If equity markets offer any indication, investor optimism in the outlook for business profits increased measurably during October. The Dow Jones jumped more than 1,000 points during the month, rising by 9.5 percent. The S.&P. 500, a broader market measure, spiked 10.8 percent, its best one-month result since 1991. REIT stocks performed even better.
And yet in spite of strong revenue and earnings growth, the rally has been punctuated by periods of extreme volatility, with investor sentiment reacting wildly to day-to-day developments in Europe and mercurial interpretations of domestic growth data.
A number of metrics point to relatively stronger economic activity. Among them, the preliminary estimate of third-quarter gross domestic product shows the economy expanding at an annualized rate of 2.5 percent, nearly double the second quarter’s pace and well ahead of the first quarter’s 0.4 percent growth rate. The Chicago Fed’s National Activity Index, which offers a more contemporaneous measure of the economy’s health, improved from –0.59 in August (incontext, a level precariously close to the index’s recession cutoff) to –0.22.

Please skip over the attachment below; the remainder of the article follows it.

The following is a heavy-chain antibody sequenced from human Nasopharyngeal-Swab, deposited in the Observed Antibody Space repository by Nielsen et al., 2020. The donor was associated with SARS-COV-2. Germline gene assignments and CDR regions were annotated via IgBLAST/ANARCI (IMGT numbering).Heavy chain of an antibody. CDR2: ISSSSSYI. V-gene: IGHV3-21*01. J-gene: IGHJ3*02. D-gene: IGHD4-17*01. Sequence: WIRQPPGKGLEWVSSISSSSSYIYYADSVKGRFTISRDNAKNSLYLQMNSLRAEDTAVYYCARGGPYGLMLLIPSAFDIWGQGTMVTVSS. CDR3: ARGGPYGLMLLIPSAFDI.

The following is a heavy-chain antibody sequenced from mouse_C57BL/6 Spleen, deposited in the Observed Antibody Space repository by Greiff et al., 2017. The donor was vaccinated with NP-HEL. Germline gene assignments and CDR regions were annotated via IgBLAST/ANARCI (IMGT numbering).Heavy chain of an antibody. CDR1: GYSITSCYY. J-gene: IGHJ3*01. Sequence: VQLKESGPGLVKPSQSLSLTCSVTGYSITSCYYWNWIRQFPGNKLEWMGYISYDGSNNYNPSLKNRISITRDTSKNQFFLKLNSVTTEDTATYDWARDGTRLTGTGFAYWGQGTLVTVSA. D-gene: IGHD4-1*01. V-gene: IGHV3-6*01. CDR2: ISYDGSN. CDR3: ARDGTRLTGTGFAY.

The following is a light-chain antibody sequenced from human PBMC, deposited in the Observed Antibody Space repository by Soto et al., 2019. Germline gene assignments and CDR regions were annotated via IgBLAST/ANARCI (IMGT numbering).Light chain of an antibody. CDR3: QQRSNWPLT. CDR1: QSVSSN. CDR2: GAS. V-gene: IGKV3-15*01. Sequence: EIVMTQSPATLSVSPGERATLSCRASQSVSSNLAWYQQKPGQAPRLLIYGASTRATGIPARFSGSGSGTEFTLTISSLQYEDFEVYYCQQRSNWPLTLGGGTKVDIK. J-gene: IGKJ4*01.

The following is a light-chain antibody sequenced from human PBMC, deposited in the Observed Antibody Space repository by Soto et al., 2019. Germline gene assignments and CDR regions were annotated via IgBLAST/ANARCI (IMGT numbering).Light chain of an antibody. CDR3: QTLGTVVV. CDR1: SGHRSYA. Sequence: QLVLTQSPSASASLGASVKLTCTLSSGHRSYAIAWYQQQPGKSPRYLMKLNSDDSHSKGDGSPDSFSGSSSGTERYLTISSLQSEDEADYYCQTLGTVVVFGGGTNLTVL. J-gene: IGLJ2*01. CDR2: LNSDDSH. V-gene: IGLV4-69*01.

Reservations about improving growth statistics are warranted, given the fragility of business and consumer sentiment and the potential for the economy to slide back intro contraction given a sufficiently large shock. Headwinds are most apparent across the Atlantic, where the European Central Bank lowered its benchmark interest rate by 25 basis points on Nov. 3. The bank’s president was quoted as saying, “What we’re observing now is slow growth heading toward a mild recession.” Eurostat reported on Monday that retail sales in the Eurozone fell by 0.7 percent from September to August and are down 1.5 percent from a year earlier. Even if a European recession is well contained, it means a slowdown in U.S. export growth and more competitively priced goods flowing from the Continent.